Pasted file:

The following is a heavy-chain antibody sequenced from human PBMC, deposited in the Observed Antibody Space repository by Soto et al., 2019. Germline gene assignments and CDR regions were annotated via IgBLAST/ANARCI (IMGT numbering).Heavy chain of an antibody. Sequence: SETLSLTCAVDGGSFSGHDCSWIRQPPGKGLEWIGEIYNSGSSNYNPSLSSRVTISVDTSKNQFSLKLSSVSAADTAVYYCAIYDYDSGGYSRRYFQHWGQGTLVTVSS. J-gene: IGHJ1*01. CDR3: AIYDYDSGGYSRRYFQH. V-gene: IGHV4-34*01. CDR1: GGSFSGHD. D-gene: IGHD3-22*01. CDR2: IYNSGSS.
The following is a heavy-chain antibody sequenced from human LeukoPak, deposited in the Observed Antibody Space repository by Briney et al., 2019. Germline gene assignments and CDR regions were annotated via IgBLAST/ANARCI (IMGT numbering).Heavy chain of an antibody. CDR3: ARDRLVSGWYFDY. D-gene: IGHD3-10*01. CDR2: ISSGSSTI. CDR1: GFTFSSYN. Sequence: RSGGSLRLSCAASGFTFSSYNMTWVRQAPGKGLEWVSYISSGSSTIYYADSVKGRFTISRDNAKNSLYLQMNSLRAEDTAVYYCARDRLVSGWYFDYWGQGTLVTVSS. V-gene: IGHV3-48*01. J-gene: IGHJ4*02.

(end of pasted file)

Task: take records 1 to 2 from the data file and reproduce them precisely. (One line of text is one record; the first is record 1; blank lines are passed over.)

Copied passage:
The following is a heavy-chain antibody sequenced from human PBMC, deposited in the Observed Antibody Space repository by Soto et al., 2019. Germline gene assignments and CDR regions were annotated via IgBLAST/ANARCI (IMGT numbering).Heavy chain of an antibody. Sequence: SETLSLTCAVDGGSFSGHDCSWIRQPPGKGLEWIGEIYNSGSSNYNPSLSSRVTISVDTSKNQFSLKLSSVSAADTAVYYCAIYDYDSGGYSRRYFQHWGQGTLVTVSS. J-gene: IGHJ1*01. CDR3: AIYDYDSGGYSRRYFQH. V-gene: IGHV4-34*01. CDR1: GGSFSGHD. D-gene: IGHD3-22*01. CDR2: IYNSGSS.
The following is a heavy-chain antibody sequenced from human LeukoPak, deposited in the Observed Antibody Space repository by Briney et al., 2019. Germline gene assignments and CDR regions were annotated via IgBLAST/ANARCI (IMGT numbering).Heavy chain of an antibody. CDR3: ARDRLVSGWYFDY. D-gene: IGHD3-10*01. CDR2: ISSGSSTI. CDR1: GFTFSSYN. Sequence: RSGGSLRLSCAASGFTFSSYNMTWVRQAPGKGLEWVSYISSGSSTIYYADSVKGRFTISRDNAKNSLYLQMNSLRAEDTAVYYCARDRLVSGWYFDYWGQGTLVTVSS. V-gene: IGHV3-48*01. J-gene: IGHJ4*02.